When people discuss pregnancy, hair loss isn’t often the main topic of discussion. However, someone can experience hair loss after giving birth. If you notice more hair in the shower drain or on your brush after pregnancy, how can you help your hair?
Continue reading to learn more about hair loss after pregnancy, including why this happens and how you can help your hair.
How Pregnancy Affects Your Hair
You go through many changes during pregnancy, including how your hair grows. Your hair sheds more slowly as you carry your little one, giving you fuller and thicker hair. Your estrogen and progesterone levels are higher, causing your hair to stay in a continuous growth phase.
Besides these hormonal changes, prenatal vitamins and a nutritional diet during pregnancy can benefit your hair, providing a fuller-looking appearance.
The Pregnancy to Postpartum Shift
Once you’re postpartum, your hair begins its typical shedding routine. This shift makes it seem like you’re losing more hair than normal. Your hair naturally sheds between 50–100 hairs per day, but stressful events, like pregnancy, can cause your hair to shed more frequently.
Previous research found that healthy hair is typically 85% growing and 15% resting. After stressful events, this resting phase can increase up to 70%. Hair loss during postpartum is known as telogen effluvium, a condition causing temporary hair loss after stress, shock, or a traumatic event.
What Is Postpartum Hair Loss?
Postpartum hair loss is a condition causing your hair to thin and shed within a few weeks of giving birth. While this condition can be stressful and worrying, it’s a normal, temporary reaction to pregnancy. It’s unlikely you will go bald, and your hair will return to its natural growth cycle with time.
What Causes Postpartum Hair Loss?
The cause of postpartum hair loss isn’t pregnancy or giving birth itself but the stress of giving birth. The medical term for this condition is telogen effluvium, an increase in hair shedding due to a disturbance in the hair cycle.
Different hairs are in different stages of the hair growth cycle at any given time. These stages include:
- Anagen (growth): The active growing phase of your hair
- Catagen (transition): The transitional phase of your hair where growth stops
- Telogen (rest): The resting phase where your hair follicles rest & hairs begin to shed
Pregnancy can cause you to develop telogen effluvium, causing more hairs to move into the resting phase and begin to shed. You may notice more hair falls out when you wash or brush your hair.
While pregnancy is a common cause of hair loss, other events can trigger telogen effluvium, including:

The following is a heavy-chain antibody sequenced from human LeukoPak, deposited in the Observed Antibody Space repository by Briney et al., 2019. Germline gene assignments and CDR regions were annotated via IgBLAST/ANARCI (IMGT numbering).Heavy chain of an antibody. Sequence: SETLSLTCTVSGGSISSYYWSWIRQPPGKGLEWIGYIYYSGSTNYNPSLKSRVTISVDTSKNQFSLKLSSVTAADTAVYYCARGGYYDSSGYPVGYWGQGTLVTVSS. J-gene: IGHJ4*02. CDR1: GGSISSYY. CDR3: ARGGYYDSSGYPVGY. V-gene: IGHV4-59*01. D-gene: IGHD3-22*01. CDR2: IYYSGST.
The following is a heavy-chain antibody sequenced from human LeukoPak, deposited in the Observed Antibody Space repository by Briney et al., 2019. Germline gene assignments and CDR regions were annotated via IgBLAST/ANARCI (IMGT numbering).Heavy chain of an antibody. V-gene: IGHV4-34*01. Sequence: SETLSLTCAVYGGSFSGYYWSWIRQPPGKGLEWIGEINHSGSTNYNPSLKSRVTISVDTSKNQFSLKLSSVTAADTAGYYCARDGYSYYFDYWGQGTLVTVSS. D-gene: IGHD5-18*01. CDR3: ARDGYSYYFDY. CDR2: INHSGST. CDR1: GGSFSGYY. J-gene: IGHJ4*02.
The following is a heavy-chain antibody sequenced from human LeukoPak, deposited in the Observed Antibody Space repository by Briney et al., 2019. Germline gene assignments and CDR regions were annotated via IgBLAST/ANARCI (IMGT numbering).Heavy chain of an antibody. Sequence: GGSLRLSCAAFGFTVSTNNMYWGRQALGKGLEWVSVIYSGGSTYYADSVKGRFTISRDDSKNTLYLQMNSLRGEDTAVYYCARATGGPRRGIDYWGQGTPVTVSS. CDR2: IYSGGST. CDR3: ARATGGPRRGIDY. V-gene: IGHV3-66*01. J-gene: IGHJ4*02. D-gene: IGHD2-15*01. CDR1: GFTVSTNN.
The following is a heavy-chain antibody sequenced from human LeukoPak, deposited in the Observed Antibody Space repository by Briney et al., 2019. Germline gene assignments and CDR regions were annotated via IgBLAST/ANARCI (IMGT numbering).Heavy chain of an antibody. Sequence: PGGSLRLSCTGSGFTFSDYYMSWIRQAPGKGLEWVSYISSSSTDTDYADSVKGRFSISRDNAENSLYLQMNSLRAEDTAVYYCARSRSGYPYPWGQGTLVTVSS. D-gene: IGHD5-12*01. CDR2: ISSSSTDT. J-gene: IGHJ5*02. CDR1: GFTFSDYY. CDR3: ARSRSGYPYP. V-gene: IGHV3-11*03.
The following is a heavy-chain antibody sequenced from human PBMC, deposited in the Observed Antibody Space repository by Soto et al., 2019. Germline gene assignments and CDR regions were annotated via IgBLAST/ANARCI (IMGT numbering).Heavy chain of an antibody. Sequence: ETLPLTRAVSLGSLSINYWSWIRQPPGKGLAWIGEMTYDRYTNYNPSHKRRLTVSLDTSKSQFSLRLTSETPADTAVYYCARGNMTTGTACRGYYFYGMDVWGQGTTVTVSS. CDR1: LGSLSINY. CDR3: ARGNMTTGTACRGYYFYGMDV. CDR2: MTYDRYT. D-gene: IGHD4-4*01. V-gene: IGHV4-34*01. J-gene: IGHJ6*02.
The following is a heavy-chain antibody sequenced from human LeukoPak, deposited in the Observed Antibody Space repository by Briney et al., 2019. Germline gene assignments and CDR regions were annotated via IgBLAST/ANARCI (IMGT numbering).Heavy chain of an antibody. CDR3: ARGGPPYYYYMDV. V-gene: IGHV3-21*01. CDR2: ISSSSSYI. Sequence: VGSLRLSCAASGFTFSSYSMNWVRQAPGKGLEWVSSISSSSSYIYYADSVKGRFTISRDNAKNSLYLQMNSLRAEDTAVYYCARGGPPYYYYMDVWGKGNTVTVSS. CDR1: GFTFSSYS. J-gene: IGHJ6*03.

- Severe stress: Prolonged periods of stress can cause hair loss
- Poor diet: Lack of protein, iron, B-vitamins, & zinc can cause hair loss
- Sudden weight loss: Weight loss or consistent calorie restriction can cause hair shedding
- Menopause: The hormonal changes during menopause can cause hair loss
- Certain drugs: Certain medications & recreational drugs can cause hair loss
- Underlying health conditions: Autoimmune disease, conditions affecting the thyroid gland, & alopecia areata
- Surgery: Hair loss may occur after surgery depending on the procedure, length of stay in the hospital, medications, & nutritional status
- Metal toxicity: Contact with toxic chemicals in certain metals can cause hair loss
How to Help With Postpartum Hair Loss
Unfortunately, you cannot prevent postpartum hair loss or speed up hair growth. This hair loss is a normal part of your recovery from pregnancy, but you can do things to benefit your health and appearance.
Consider doing the following to help your hair during postpartum hair loss:
Avoid Extra Stress on Your Hair
Brushing and heating your hair can add unneeded stress. The heat from a hairdryer or curling iron can make your hair look thinner, so consider air-drying your hair for the time being.
Brushing your hair with too much force can cause larger clumps to fall out. You don’t need to avoid brushing entirely, but be gentle and don’t brush more than once a day.
Give Yourself the Nutrients You Need
Eating a variety of fruits, vegetables, and proteins can help your body get the nutrients it needs. Consider adding dark leafy greens, sweet potatoes and carrots, eggs, and fish into your diet.
Take Vitamin Supplements
While vitamins should not be a priority over a balanced diet, they can help as a supplement. No specific vitamins are ideal for hair loss, but they can improve your overall health. If you’re breastfeeding, continuing to take your prenatal vitamins can be beneficial.
Consider Volumizing Shampoo
Volumizing shampoos can help add volume to your hair. It can help change the appearance of your hair, making it look more lustrous and full.
Professional Options Are Available if Hair Loss Continues
Postpartum hair loss is typically a temporary condition, and you shouldn’t experience it for more than 6 months. You may have another problem if hair loss continues past half a year. If you experience this consistent hair loss, professional support can help restore your hair to its natural state. Contact a hair loss expert if you’re experiencing long-term hair loss. They can help find an effective treatment for your needs.